The first reading of today from the Book of Proverbs suggests that one who feeds the soul has embraced wisdom. The reading goes on to elaborate what is wisdom. "Wisdom has built her House; she has set up her seven columns" (Prov 9:1-2).READ MORE
These five Sundays in the ordinary time (from 17th Sunday to the 21st ) we continue to listen and meditate on John 6. Thus, the Liturgy of the Word invites us to contemplate the mystery of the Eucharist. "I am the living bread which has come down from heaven. Anyone who eats this bread will live forever; and the bread that I shall give is my flesh, for the life of the world" (Jn 6:51). I would like to invite you to reflect on this verse…READ MORE
Today's liturgy and the Word of God present us with Jesus as the Bread of Life. Bread is a substance known and used by every society on the face of the earth. It is a gift of God to humanity adapted by the nature in order to be a source of nourishment. In the Old Testament God took care of his people by giving them food for their survival. He gave them Manna in the desert which was the type of divine bread placed before his chosen people.READ MORE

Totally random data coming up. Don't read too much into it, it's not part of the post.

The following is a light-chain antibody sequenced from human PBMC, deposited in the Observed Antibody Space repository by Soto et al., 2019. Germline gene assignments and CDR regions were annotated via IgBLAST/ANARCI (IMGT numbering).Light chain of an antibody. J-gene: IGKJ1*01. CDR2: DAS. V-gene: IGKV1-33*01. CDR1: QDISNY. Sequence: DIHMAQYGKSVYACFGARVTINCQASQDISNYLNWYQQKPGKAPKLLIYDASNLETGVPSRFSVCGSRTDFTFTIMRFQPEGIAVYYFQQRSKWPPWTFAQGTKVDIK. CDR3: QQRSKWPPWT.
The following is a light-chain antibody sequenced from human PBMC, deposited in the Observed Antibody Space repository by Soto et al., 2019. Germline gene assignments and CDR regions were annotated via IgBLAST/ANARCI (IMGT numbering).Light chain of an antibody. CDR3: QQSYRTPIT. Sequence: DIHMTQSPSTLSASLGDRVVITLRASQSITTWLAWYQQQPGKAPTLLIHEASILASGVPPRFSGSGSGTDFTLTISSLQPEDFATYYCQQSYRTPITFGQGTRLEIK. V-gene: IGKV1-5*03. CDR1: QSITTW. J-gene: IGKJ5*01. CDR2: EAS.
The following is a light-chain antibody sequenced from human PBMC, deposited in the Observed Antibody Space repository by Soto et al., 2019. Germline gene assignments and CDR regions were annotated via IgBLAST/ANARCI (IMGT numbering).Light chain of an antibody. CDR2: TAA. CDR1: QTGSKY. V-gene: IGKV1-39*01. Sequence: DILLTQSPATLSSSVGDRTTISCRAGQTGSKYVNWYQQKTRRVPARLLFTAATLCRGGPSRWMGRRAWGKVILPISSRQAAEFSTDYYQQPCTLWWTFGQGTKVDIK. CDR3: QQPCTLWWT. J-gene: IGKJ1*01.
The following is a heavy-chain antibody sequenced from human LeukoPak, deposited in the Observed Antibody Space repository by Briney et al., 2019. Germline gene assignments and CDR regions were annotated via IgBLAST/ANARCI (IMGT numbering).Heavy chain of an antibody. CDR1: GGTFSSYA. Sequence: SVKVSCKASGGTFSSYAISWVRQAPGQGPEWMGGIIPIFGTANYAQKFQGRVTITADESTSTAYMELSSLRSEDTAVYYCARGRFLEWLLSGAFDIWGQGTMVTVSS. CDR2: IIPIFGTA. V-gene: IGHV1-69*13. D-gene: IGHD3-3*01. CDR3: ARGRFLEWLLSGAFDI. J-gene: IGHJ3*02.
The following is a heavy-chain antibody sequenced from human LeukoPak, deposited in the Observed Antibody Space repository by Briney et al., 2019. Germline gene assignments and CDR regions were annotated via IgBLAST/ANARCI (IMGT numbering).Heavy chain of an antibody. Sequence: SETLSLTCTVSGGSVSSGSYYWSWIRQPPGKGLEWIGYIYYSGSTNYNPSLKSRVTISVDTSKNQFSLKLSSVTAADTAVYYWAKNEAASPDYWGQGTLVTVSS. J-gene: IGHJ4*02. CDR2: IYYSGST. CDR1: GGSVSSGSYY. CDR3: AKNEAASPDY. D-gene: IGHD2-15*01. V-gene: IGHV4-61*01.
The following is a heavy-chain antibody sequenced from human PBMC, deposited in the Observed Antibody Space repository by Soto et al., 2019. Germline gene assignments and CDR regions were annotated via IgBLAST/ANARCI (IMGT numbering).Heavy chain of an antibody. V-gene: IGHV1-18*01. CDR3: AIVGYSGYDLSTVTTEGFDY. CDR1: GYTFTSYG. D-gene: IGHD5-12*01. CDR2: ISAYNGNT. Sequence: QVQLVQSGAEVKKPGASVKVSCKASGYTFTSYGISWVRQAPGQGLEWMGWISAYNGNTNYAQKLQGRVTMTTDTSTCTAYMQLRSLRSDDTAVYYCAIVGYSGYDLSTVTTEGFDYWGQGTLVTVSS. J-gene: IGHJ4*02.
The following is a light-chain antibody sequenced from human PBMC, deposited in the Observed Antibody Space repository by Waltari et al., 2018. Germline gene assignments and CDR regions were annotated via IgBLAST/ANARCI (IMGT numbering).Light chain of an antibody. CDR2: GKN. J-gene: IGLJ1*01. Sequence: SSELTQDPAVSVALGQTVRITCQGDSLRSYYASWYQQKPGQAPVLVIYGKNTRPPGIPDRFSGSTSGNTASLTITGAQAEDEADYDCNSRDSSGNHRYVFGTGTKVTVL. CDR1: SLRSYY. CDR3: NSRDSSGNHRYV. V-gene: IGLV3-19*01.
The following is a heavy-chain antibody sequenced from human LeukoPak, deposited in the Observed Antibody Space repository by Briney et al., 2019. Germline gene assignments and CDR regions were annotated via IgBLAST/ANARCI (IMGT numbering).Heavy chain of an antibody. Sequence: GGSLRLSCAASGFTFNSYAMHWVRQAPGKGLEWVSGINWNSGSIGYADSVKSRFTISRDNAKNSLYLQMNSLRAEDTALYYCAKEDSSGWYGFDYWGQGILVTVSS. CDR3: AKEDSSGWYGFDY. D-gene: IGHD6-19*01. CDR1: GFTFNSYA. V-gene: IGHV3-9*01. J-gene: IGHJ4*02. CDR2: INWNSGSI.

Hello this is Fr. Prince Raja, I had a great welcome potluck by St. Lawrence Parish people at Alma Rod and Gun club on 23rd Monday Evening. Thanks for your delicious food and warm welcome. I had an opportunity to see how our VBS happening in Fountain City, appreciation and prayers for all the volunteers who helped VBS. Last weekend I had visiting priests' friends I took them around our parishes, it's a prayerful experience to take them to our Lady of Guadalupe Shrine in La Crosse.READ MORE
The gospel narration is the continuation of that of last Sunday. So too is our reflection. Last Sunday, we heard how Jesus “summoned the Twelve and began to send them out in pairs, giving them authority over unclean spirits” and “to proclaim repentance” (Mk 6: 7, 12). Today, we hear how “the apostles rejoined Jesus and told him all they had done and taught,” and he would take them to “a lonely place where they could be by themselves” (Mk 6:30-32).READ MORE